Recently, we wrote about a very encouraging test for pancreatic cancer that initially showed 100% accuracy. It is a blood test , so relatively non-invasive — though the test must be custom designed to detect the “telomeres” that signal emerging cancer.
Now, a new study has been announced that uses a urine test to detect early pancreatic cancer. This test detects four different varieties of “MicroRNAs,” which are involved in a variety of cell regulation processes and, when they show up in unpredictable forms or amounts, signal the presence of cancer. The test was conducted at several hospitals in England.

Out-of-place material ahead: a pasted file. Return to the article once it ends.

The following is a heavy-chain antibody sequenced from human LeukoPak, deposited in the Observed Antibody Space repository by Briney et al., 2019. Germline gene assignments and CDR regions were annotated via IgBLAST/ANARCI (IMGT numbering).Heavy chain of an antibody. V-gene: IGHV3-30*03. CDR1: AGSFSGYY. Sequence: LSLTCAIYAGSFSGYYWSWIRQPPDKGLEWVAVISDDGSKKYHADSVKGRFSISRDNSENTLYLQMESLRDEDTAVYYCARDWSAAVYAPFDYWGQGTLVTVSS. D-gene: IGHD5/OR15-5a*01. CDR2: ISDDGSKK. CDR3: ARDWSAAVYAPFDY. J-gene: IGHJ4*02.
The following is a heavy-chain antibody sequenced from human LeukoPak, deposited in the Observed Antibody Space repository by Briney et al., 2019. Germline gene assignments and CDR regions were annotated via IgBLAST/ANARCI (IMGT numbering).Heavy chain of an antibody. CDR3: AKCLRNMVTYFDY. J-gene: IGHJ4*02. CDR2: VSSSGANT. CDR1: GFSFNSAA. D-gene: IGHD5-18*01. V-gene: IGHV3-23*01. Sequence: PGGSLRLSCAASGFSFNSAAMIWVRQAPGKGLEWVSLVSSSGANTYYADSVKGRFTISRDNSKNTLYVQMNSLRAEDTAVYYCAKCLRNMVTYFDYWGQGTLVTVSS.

The test showed high sensitivity (accurate detection of positive results) and specificity (accurate detection of negative results) — over 80% for both. While not as high as the blood test announced recently, these tests must go through lengthy, rigorous study, so the more candidates, the better.
Now we should hope that both tests navigate regulatory hurdles quickly and successfully.